And that’s a shame – even in its original form No Man’s Sky didn’t deserve much of the criticism it got and the attacks on Hello Games by disgruntled gamers were extreme – even two years later when the vitriol of many seems to be at an all time high. Hello Games, and the studio’s founder, Sean Murray hid themselves away until the storm passed; but they didn’t abandon the game – in fact, a couple of major updates for Playstation owners; both of which were free, added huge amounts the game – from base building to a whole new story that brought with it much more depth.
And then, this year we had the surprise announcement that the game was coming to Xbox One alongside another major update which brought multiplayer, a complete graphical and sonic overhaul and more in-depth crafting. No Man’s Sky Next was born and it’s pretty much the game that we always wanted it to be. The new update is available on all platforms, and the Xbox One release tested here includes all of the updates released to date.
The game looks utterly mesmerising – and when you consider the variety on offer as you explore every world you come across is astounding. Not only does the update bring with it better textures, the environmental effects are a step up making planetary storms almost tangible as you find yourself trapped in one. The audio helps here too with the wind swirling around you as you run for cover bringing a sense of urgency.
Many of the core concepts of the base game remain as they have done since the start – as you meet new alien races you need to learn their language in order to communicate effectively with them – this can be done by talking to the creatures you meet or through knowledge gained at ancient alien structures on the planets you explore.
The crafting remains, but is far more detailed now – with the added functionality of a portable refiner, you can take base elements and use them to create the ones you actually need – carbon can become compressed carbon, you can turn rust into ferrite for construction, or copper can be turned into chromatic metal which is often used to repair damaged items you might discover on your travels.
Base building has had a revamp – while previously your base expansion was limited, that has been removed now and it’s possible to build a base as wide and as tall (or as far in to the ground if that takes your fancy) as you wish. All you need is to construct a base computer where you want to start your new home and away you go. You don’t even need to build it on a planet – want your base to be on a freighter in orbit? Feel free. Want it to be deep below the waves – you can do that too. Or in my case, in a cave I extracted myself with the terrain manipulator. It’s up to you.
There will still be some who decry the game’s depth as a negative – it is very much a game with a HUGE canvas but one which doesn’t dig far below that canvas in order to provide enjoyment, but it offers so much more than before. Experiencing the game with your friends is an exciting prospect too, turning a lonely existence into a social experience – you can either play through the story together or just jump into and out of each others games to explore all of the creations you’ve collectively come up with.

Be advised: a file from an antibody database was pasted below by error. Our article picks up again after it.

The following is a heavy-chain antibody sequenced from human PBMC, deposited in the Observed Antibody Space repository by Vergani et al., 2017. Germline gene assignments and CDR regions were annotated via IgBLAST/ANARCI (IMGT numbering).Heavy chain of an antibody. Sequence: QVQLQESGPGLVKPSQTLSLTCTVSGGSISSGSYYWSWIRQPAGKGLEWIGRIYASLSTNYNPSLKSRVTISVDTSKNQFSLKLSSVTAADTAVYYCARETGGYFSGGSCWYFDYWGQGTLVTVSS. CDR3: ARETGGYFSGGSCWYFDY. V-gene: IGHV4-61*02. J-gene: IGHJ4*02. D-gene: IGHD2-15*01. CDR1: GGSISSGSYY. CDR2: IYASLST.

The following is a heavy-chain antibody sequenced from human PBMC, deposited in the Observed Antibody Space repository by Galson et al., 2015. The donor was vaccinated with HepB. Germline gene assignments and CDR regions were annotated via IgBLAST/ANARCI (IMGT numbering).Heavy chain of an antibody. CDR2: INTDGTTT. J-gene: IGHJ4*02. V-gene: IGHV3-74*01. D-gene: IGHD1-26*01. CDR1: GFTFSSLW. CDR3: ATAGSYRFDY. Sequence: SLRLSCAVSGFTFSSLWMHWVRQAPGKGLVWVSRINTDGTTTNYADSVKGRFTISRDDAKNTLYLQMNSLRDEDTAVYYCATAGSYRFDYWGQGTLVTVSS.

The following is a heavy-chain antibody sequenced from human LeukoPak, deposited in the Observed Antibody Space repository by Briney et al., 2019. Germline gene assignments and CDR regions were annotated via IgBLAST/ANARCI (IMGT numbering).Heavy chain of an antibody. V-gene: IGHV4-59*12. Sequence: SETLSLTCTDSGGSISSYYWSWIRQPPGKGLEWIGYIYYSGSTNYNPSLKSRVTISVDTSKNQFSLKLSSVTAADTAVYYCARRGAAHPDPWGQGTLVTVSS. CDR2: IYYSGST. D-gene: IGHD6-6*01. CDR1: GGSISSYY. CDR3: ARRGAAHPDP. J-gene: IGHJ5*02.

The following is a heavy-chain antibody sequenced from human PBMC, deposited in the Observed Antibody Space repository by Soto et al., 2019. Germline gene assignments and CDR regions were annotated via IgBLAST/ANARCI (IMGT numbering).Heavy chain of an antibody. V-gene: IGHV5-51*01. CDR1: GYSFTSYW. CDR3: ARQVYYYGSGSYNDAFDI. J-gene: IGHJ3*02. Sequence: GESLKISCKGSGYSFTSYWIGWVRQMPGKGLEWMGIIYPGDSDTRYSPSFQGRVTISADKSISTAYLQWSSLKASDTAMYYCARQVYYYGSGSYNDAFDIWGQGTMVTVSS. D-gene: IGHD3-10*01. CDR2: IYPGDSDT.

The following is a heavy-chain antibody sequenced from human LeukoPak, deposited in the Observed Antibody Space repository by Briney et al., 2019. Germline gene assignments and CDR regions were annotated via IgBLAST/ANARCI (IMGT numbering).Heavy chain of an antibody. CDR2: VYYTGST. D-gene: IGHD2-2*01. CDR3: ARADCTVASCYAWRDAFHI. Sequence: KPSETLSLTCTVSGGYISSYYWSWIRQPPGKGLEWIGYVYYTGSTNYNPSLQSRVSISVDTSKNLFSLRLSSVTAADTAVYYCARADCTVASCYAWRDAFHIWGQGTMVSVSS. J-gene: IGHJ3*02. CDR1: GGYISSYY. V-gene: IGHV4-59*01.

Combat is pretty basic – both on foot and in space – but it’s not really a game about shooting and much more about experiencing. There is a new third-person camera, which is the default option when the game starts, and it offers a whole new perspective making the environments feel much bigger – however the camera itself is a little too floaty for our liking and switching to the first person mode makes targeting a little more straightforward.
The Xbox One release instantly looks better than the previous editions on the Playstation 4, but on the base console it does offer a lower resolution of 900p compared to the 1080p that the base PS4 provides. Compared side by side and the updated PS4 release does look marginally better – but not to a noticeable degree – especially when playing the game.
However, the Xbox One X pushes things beyond any of the releases we’ve seen on console before and is on a par with the top end PC. You have the choice to use the Xbox One X power to either make the game LOOK better or to get better performance. With the emphasis on quality, the game suffers less pop-in and looks more detailed with better textures BUT there are moments where the frame rate does noticeably drop. When performance is selected you get an experience that is visually closer to the base console but with a solid and higher frame rate throughout. There is the option to cap the frame rate at 30fps on both Xbox One X settings if a consistent refresh rate is a priority for you – when uncapped and in performance mode the game usually runs closer to 60fps.
No Man’s Sky Next is a brilliant update and it turns an average game into one of the current console generation’s best. Opening up the game to Xbox One users is also a fantastic move on the part of Hello Games and we can’t wait to see what they do next with the game and story. We have a feeling this is nowhere near the end of the story, but we’re very glad that the initial reaction to the game in 2016 hasn’t stopped the studio continue to work towards creating the game they always wanted it to be.